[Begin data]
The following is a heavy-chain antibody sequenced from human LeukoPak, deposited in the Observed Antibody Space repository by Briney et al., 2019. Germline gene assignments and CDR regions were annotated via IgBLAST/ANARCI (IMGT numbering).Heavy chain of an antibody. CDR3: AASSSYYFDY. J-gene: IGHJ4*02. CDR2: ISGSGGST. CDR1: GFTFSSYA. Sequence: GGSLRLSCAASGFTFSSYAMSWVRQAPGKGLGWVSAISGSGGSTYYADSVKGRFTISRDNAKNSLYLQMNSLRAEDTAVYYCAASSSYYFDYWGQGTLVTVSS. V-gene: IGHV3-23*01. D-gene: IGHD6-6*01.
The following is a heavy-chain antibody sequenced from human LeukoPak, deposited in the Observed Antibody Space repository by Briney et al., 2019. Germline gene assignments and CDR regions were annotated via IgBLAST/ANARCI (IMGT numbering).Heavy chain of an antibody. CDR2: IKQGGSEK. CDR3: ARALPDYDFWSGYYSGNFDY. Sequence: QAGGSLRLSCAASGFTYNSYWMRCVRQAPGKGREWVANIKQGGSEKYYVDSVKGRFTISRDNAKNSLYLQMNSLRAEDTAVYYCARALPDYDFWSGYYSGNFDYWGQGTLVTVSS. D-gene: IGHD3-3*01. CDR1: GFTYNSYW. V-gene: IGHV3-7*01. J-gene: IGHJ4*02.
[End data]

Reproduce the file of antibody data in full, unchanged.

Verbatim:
The following is a heavy-chain antibody sequenced from human LeukoPak, deposited in the Observed Antibody Space repository by Briney et al., 2019. Germline gene assignments and CDR regions were annotated via IgBLAST/ANARCI (IMGT numbering).Heavy chain of an antibody. CDR3: AASSSYYFDY. J-gene: IGHJ4*02. CDR2: ISGSGGST. CDR1: GFTFSSYA. Sequence: GGSLRLSCAASGFTFSSYAMSWVRQAPGKGLGWVSAISGSGGSTYYADSVKGRFTISRDNAKNSLYLQMNSLRAEDTAVYYCAASSSYYFDYWGQGTLVTVSS. V-gene: IGHV3-23*01. D-gene: IGHD6-6*01.
The following is a heavy-chain antibody sequenced from human LeukoPak, deposited in the Observed Antibody Space repository by Briney et al., 2019. Germline gene assignments and CDR regions were annotated via IgBLAST/ANARCI (IMGT numbering).Heavy chain of an antibody. CDR2: IKQGGSEK. CDR3: ARALPDYDFWSGYYSGNFDY. Sequence: QAGGSLRLSCAASGFTYNSYWMRCVRQAPGKGREWVANIKQGGSEKYYVDSVKGRFTISRDNAKNSLYLQMNSLRAEDTAVYYCARALPDYDFWSGYYSGNFDYWGQGTLVTVSS. D-gene: IGHD3-3*01. CDR1: GFTYNSYW. V-gene: IGHV3-7*01. J-gene: IGHJ4*02.